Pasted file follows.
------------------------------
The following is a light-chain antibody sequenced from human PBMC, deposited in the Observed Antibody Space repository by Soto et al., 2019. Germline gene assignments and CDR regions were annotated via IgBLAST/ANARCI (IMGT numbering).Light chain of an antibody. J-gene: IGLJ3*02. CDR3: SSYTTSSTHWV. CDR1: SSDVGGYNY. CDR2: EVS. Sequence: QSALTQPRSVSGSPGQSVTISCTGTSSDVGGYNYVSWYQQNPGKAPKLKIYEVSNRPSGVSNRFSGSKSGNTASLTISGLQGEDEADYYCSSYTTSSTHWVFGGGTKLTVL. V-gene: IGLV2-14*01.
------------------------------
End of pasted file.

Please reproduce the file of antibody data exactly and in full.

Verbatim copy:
The following is a light-chain antibody sequenced from human PBMC, deposited in the Observed Antibody Space repository by Soto et al., 2019. Germline gene assignments and CDR regions were annotated via IgBLAST/ANARCI (IMGT numbering).Light chain of an antibody. J-gene: IGLJ3*02. CDR3: SSYTTSSTHWV. CDR1: SSDVGGYNY. CDR2: EVS. Sequence: QSALTQPRSVSGSPGQSVTISCTGTSSDVGGYNYVSWYQQNPGKAPKLKIYEVSNRPSGVSNRFSGSKSGNTASLTISGLQGEDEADYYCSSYTTSSTHWVFGGGTKLTVL. V-gene: IGLV2-14*01.